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Review: Apple Watch Series 8


The Apple Watch headline of 2022 is the new Ultra, not the Series 8. 

There are new colours, watch faces and bands, but the Series 8 really only brings two, exclusive new features to the table – temperature sensors that provide deeper insights into women's health and crash detection. 

Like the iPhone 14, a new accelerometer and gyroscope allows the new Apple Watch Series 8 to detect a car accident – with the help of the sound of screeching metal.  

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The numbers are mind boggling. The accelerometer can record up to 256G and takes 3,000 readings per second.

If you have both, a notification will pop up on your wrist (Apple assumes it's closer to you if a smash sends your phone flying) and if it doesn't get a response, it will automatically call emergency services and repeatedly play a recording of your location. 

It's a very cool feature that I (hopefully) won't be testing any time soon.

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Apple has also upgraded and added a second temperature sensor to Watch Series 8.

One is placed just below the display, the other is closer to the wrist for more accurate body temperature readings. 

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Using these, Apple's health app is able to analyse changes in a woman's basal temperature and retrospectively estimate they are ovulating and an ideal time to fall pregnant.

The sensors will take readings every five seconds but you'll have to wear the watch for at least five days to establish your body's baseline temperature before any analysis. 

Critically, both of these new features are unaffected by Apple Watch's new low power mode. 

The toggle – which appears on all watches compatible with Watch OS9 – automatically switches off some features and limits others. 

For example, the always on display turns off, as will background heart rate and oxygen measurements which are needed to pick up irregular rhythms.

It will also slow down Siri, the refresh rates of apps running in the background, animations and scrolling aren't as smooth and complication updates are also affected.

With low power mode on, it's said you can squeeze up to 30 hours out of the Series 8. 

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The new software also improves the options you have in the sleep, medication and workout apps. 

Apple has just added a new history option for those diagnosed with atrial fibrillation for users to track how factors like exercise, sleep and even your weight affects readings. 

My favourite update comes with Apple Fitness+. 

Apple recently removed the need to own an Apple Watch just to subscribe, and has now unlocked the ability for your workout metrics to be displayed on your TV using AirPlay.

This is a big win for anyone who doesn't want to drag their Apple TV around with them just to complete a workout. 

The only other change I noticed while using the Series 8 was to notifications.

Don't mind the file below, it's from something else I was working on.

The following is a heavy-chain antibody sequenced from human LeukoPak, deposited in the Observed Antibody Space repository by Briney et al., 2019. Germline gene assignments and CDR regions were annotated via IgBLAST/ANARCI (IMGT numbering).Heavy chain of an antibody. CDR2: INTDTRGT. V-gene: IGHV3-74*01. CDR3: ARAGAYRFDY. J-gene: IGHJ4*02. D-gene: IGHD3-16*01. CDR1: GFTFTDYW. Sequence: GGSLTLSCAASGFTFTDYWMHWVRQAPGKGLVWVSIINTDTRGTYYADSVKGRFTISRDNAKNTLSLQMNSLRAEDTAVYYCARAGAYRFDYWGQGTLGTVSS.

Notifications used to take up the entire screen – even when you were doing something on the watch itself.

Now, if you're using an updated Apple Watch, a notification will appear as a banner at the top of the screen.

It's designed to be less obstructive, but given the size of the screen, anything readable is going to take up a decent amount of real estate.

Like Series 7, the Series 8 comes in two sizes – 41mm and 45mm. 

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I selected the 45mm aluminium case in the colour 'midnight' which felt nice and light on my wrist, and liked knowing it was made of 100 per cent recycled aluminium. 

That design starts at $679 but can cost up to $839 for the cellular option. 

Having previously worn a stainless steel Series 6 and a forest green Series 7, I'm definitely a bigger fan of the more understated black look.

It paired nicely on my wrist with the new metropolitan watch face (in a mean red tint) and a dark leather band.

It felt sophisticated enough to wear with a suit on camera and casual enough to dress down.

Like the iPhone 14, Apple Watch Series 8 is a story of refinement. 

Disappointingly, it features the same one (and a bit) day battery life as the Series 7. 

When the admittedly much bulkier (and far more expensive) $1,299 Watch Ultra is touting two and a bit days of activity and sleep tracking, I can't help but wish a similar upgrade was included in the Series 8. 

Battery life has always been underwhelming on Apple Watches when compared to designs from Withings and others that can last weeks.

After eight iterations, SE models and more, I really wish Apple was closer to offering a better battery balance – even if it does more in the background than the competition.

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Additions like cycle tracking will be critical to many women's lives, but outside of the rare instance in which an Apple Watch is the only thing that will dial 000 during an emergency, the technological and design upgrades on Apple's Watch Series 8 are modest compared to previous years.



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